When Alban Maginness proposed inserting an amendment into a Justice Bill – an amendment designed to stop the opening of a private abortion clinic in Belfast – not one of his Belfast SDLP Assembly colleagues, including his party leader, supported him. All Sinn Fein MLA’s voted against the Maginness amendment.
    On same-sex marriage legislation, proposed by Sinn Fein, 8 SDLP MLA’s voted in favour, 5 were recorded as absent, with Alban Maginess being present, but abstaining from voting. On the same issue, also sponsored by Sinn Fein, SDLP local councillors followed a similar incoherent pattern. On this ‘conscience issue’, the present party leadership advocated a vote for, permitted abstention, but forbade a vote against.

    Against this recent background, and sensing alienation in traditional party voters and supporters, some of the party grandees decided to have decided to go public in the present SPAD’s debate -“to plug the hole in the dyke” – to stop the outflow of party support.

    By morphing into a full blown 100% socialist and secular party, there is no future for the SDLP.

    By aiming for the common good, through prioritising social justice, while observing moral and natural laws, SDLP does have a political place in Ireland (north and south) and and also within the UK and Europe.

  • The SDLP finds itself in much the same position as the UUP and for the same reason–both have lost their respective positions as the leading party in their community by being ethnically outbidded. Both must find out where there base is and build from it in a sustained logical fashion rather than simply flailing around in reactive terms. The SDLP actually has a better chance as it has more of a natural base. Its base is all those who were (and still are) opposed to physical-force republicanism: pious Catholics who take their guidance from the Church hierarchy, the middle class, and democrats in general. It will have to figure out how to bridge the differences among these groups, probably by leaining more to the religious than to the secular. The party also needs to inject more professionalism into its campaigning. The UUP lacks such a sharp dividing line to distinguish it from the DUP and so will face more problems. It will have to fall back on those who voted for the party out of habit, who are increasingly dying off as time marches on.

  • CiaranM

    Last nights ‘the View’ was a good illustration of how our intellectual culture functions to serve power. Professors’ Heenan and Wilford each picked their topic of the week. One topic chosen was the SPAD bill; designed to target republicans with convictions(or the small terrorists if you like); this elicited moral hand-wringing from our virtuous academic guests who talk righteously of need to act on ‘behalf’ of the public to debar those who have committed ‘serious crimes.'(Leaving aside that such an approach fits with one partisan narrative of what happened here in the past).The other chosen topic is the killing of the British soldier in Woolwich. Wilford appears visibly moved by the horror of the murder – seemingly incredulous as to what would drive these ‘terrorists’ to brutally slay ‘our’ well meaning soldiers. Like all well schooled academics both know instinctively not to stray beyond the boundaries of acceptable discussion. It would just be unthinkable to the obedient mind to observe that the anti-British murder of a single British soldier in his own country by Muslims is directly related to the pro-British murders of infinitely more Muslims in their countries. Watching the show, a visitor from Mars may get the impression that Lee Rigby was a selfless volunteer for a local homeless shelter, and that former convicted IRA members, aspiring to be government advisors, were part of a rapacious system that in just the past 10 years, is complicit in the deaths of well over 1 million people – mostly of the expendable brown and black skinned variety. But as I ask time and time again regarding esteemed commentators – would Heenan and Wilford be where they are today if they applied the same moral criteria to ‘our’ boys’ (or the ‘big terrorists’ if you like) as they do to official enemies? I think not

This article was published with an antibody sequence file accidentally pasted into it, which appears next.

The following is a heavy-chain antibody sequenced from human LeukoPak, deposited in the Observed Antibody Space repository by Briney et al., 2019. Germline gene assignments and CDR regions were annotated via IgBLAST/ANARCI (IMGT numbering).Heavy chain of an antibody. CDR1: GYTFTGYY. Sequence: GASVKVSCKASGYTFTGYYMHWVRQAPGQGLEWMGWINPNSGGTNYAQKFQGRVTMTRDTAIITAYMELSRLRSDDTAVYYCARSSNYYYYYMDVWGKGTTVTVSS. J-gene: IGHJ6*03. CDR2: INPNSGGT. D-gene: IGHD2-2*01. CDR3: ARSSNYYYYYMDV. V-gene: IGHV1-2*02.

• Sorry, that should read “where their base is” instead of as written.

  • Morpheus

    It is apt when we talk about a hierarchy of victims this is sneaking under the media radar today:

  • Mick Fealty

    And that relates to the SDLP?

  • Morpheus

    It relates to the hierarchy of victims which CiaranM talks about in his post.

  • Mick Fealty

    Sorry. Bit tired and grumpy. Sun’s shining and we’ve run out of red. And it’s my turn to do the weekend shop!

  • Alias

    “It would just be unthinkable to the obedient mind to observe that the anti-British murder of a single British soldier in his own country by Muslims is directly related to the pro-British murders of infinitely more Muslims in their countries.”

    It it was a ‘normal’ reaction of any sort I’d expect chopped off heads to be dropping on street corners with the same frequency as acid rain. Fortunately, the dismal practice is confined to deranged murderers. Some folks are just born evil; and there is nothing more to it than that. If you look at the murder gangs in NI their numbers are closely co-related to the percentage of the population that is sociopathic. These folks are drawn to trouble; and if it isn’t ready-made, they’ll make it. “I’m not a psychopath! I’m just a victim of the system!”